In roughly two months, we designed and built a feasible solution that would seed the growth of one of the most powerful web-based data visualization tools out there.


As the core of design at DataPad, I was responsible for initial research, design principles, early concepts, interaction details, and visual design.


I aimed to maintain a balance between flexibility in expressing data (i.e. "expressiveness") and ease of use for both beginners and experts. Our longer vision sought to empower anyone to explore data at the speed of thought.


Charting Solution
The basic interactions for creating a simple chart. I designed the chart to include both drag and drop as well as type-ahead interactions.
One of our final cuts (deployed) of DataPad's charting UI. Our front-end ninja, Arne Bech, and I worked closely together to iterate on interaction details. The end result came very close to the original designs.

Before my time

Before I put my hands into the product, the team had a rough prototype built — a "pipeline to the backend" as I recall our CEO, Wes, humbly describing it.

Very early charting UI concept (sans design).
Side by Side Comparison.
Another early prototype. This was a step forward, but still not explicit enough. It was hard to predict how data would be mapped onto a chart.

Light Research Into Existing Charting Tools

I started the process with some academic reading, exploration of existing charting tools, and discussions about what's best for DataPad. The most important overarching finding was this:

Many existing visualization tools focus too much on helping users decide what the data should look like versus helping them explore answers to their business or research questions.

As business and research questions become more complex, it becomes more important for tools to automatically make the basic decisions (e.g. what colors should I use to represent different countries? or should I use a line chart or a bar chart?). Of the existing visualization tools I looked at, only a handful came close to addressing this kind of problem: Tableau, Lumira, Platfora, and Microstrategy. In the end, we borrowed from Tableau's visualization principles, but remained consistent with both DataPad's visual design language and existing charting engine.

Initial Concepts

After initial review of existing tools in the market, I began exploring rough concepts through sketching and visual mocks.

Early mock. I'd removed some elements and simplified others to see how it would compare to the early prototype. Here, chart types are represented by icons, the chart canvas background is white for greater contrast, and the dropdown to select a dataset is removed. I moved on from this to explore more drastic interaction design differences from our initial prototype.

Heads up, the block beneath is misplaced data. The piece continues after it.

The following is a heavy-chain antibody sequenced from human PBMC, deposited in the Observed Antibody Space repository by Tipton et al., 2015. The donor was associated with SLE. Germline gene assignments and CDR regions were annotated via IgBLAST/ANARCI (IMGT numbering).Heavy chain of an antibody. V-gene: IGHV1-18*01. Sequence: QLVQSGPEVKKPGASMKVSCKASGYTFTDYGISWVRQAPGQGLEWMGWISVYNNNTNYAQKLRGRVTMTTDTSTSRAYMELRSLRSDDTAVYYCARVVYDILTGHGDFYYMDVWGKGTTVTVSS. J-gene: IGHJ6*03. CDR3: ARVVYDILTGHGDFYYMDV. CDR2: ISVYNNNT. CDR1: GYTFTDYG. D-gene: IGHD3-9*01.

The Pivot Table Concept borrowed visualization principles from Tableau. This was a strong candidate for design since it's explicit, predictable, and flexible, but proved too ambitious for our development timeline.
Pivot Table Heatmap. This variation on the pivot table shows a different layout and a heatmap showing amount of contribution across cities.
Tooltips for Chart Types. Early sketches exploring the concept of chart type tooltips to explain when to use each type and what's needed (e.g. one dimension and one measure) to generate each type. While the team felt this was useful, it unfortunately did not find a place in our development timeline.
A close mock-up to the final. Aside from visual details — mainly the floating X and Y inputs — this was a close iteration to the final design. I decided to move filters to the sidebar to place more emphasis on the chart and to allow better alignment filters when they are added.

Sketching Microinteractions

As the product progressed, we discovered new needs like letting users specify whether a token was a dimension (independent variable) or a measure (dependent variable).

Microinteraction sketches of the token menu. These sketches of the "token menu" explore ways to allow the user to set a token to either a dimension or a measure.
About to Drop a "Token".
Tabbed Token Menu. This type of menu was chosen over alternatives to emphasize the two very different options of dimension versus measure.
Setting Limit in Submenu
Changed from a Dimension to Measure

Charting a Path to Success

Design had set out to build the foundation for a web-based charting tool expressive enough to visualize data in different ways and explicit enough that results were predictable for both beginner and expert users. While we did not have the opportunity to conduct extensive testing on the tool, the informal sessions we did have with users gave us some insight to how we should have progressed. Some users tried to create certain visualizations that were not yet feasible. To design around these limitations, tooltips for existing and "coming soon" chart types might have helped. Online support or a feature request would help keep track of what types users might need (we used Intercom for this).

The main issues with DataPad's charting tool were associated with its unpredictability. Our charting engine was making some assumptions about how to best represent plotted data. While we were well on our way to making better assumptions and forming a more consistent framework for how data gets plotted, we did not manage to get there in the final cut. If design had continued, one key improvement would have included a tooltip wizard for each chart type (not unlike Tableau's) to guide users in making better visualization decisions.